When we see popular uprisings in Tunisia, Egypt and Libya that no one in the United States or the West more generally seems to have anticipated we ought naturally to be drawn to some soul searching about how much we really know about societies and countries in Africa–and how what we do know gets filtered and reported back to policy makers and the public at home.

My experience in East Africa and what I have learned since certainly suggested caution and humility to me.  One particular glaring example I can highlight is the fiasco of what I will call “Incredible Shrinking Kibera”.  First let’s start with the setting:  right in the heart of Nairobi, one of the most cosmopolitan African capitals in many respects–a city that is a magnet for Western expats, in particular offices of international organizations and NGOs on a regional or Africa-wide basis, as well as a huge regional diplomatic presence.  Lots of tourists from the UK and the US in particular.  Yet, it has turned out that Western conventional wisdom about Nairobi has included numbers for the population of the Kibera informal settlement (“the largest slum in Africa”) that are vastly beyond those cited in Kenya’s new census.  Either the conventional wisdom about 1 million people, or perhaps many more, living in Kibera was vastly inflated, or the new Kenya census finding only a fraction of that population is completely flawed–or both if the real population is, say, double the census figure and less than half the “conventional wisdom”.   If Kenya can’t get anywhere close in a census, even in Nairobi, then how serious can we really be about drawing new boundaries and electoral districts and free and fair elections with equal voting rights for all citizens next year?  If the census is close, then a lot of us in the West have been shown to be either seriously misinformed about something that shouldn’t be so hard to know, or of “spinning” beyond the bounds of a fair representation of the facts.  I myself have referenced the “conventional wisdom” without the skepticism that I should have had.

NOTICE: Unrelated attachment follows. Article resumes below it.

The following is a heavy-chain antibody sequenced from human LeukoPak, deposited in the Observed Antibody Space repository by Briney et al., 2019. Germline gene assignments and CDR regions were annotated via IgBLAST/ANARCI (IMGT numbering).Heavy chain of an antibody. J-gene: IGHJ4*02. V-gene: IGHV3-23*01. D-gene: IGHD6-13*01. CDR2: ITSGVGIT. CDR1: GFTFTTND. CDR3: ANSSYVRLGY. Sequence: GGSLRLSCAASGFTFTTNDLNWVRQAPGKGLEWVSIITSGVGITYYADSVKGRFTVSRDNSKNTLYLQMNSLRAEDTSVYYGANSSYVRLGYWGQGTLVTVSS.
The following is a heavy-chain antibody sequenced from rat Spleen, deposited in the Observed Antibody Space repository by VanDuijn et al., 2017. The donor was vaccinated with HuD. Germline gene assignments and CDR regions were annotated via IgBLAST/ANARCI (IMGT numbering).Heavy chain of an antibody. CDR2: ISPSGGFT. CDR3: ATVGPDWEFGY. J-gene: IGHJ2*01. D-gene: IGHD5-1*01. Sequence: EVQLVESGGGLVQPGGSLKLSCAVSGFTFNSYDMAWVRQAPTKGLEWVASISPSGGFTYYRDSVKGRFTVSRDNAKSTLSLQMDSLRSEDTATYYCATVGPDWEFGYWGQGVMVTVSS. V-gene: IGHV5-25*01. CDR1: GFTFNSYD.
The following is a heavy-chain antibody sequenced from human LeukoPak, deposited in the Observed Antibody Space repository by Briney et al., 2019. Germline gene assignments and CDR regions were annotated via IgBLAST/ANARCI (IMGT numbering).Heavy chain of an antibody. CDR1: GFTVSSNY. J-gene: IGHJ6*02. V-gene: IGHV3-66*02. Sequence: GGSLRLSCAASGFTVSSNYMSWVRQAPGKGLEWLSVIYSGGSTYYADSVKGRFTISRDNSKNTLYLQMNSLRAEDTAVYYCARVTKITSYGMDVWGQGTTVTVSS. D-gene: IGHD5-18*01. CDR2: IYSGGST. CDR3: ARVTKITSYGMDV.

I was fortunate to have a friend in Kibera and thus an introduction to one family and community in one neighborhood there, as well as being involved in a pre-election survey of the Langata parliamentary constituency in December 2007 and in observing a bit of the voting in one of the more upscale areas on election day with our international delegates.  I started to scratch the surface.  Personally, my family and I had more connection to Kawangware.  Wherever you live in Nairobi, if you are interested, you can pick a nearby informal settlement and start getting acquainted.

Here is a good blog about Kibera:

“Slum Tourism in Kibera: Education or Exploitation?” Brian Ekdale

4) Don’t assume you understand Kibera after spending a couple of hours there. I’ve been there 10 months and still learn new things every day. Kibera is a very complex place. People like to say 1 million residents, but population figures are contested. Not every organization is doing what they say they are doing. Not everyone is impoverished (I know some who have good jobs but would rather financially support their families and neighbors than move to a wealthy area and leave behind those that helped raise them). Now that you’ve been there, go back and read those articles and watch those videos I mentioned in #2.

5) Don’t think Nairobi is a city of contradictions. Sure, you can get a mocha and french toast at Nairobi Java House, go on a Kibera tour in the late morning, and then grab some upscale Indian food at Yaya Centre for lunch without traveling very far. But understand the Java House/Yaya/Westgate life does not exist in spite of Nairobi’s slum population, they exist because of Nairobi’s slum population. Cheap labor built those massive structures. Cheap labor stocked the shelves. And cheap labor keeps them running. That labor walks home at night to sleep in Kibera, or Korogocho, or Mathare, etc.

Maziwa Fresh by AfriCommons
Maziwa Fresh, a photo by AfriCommons on Flickr.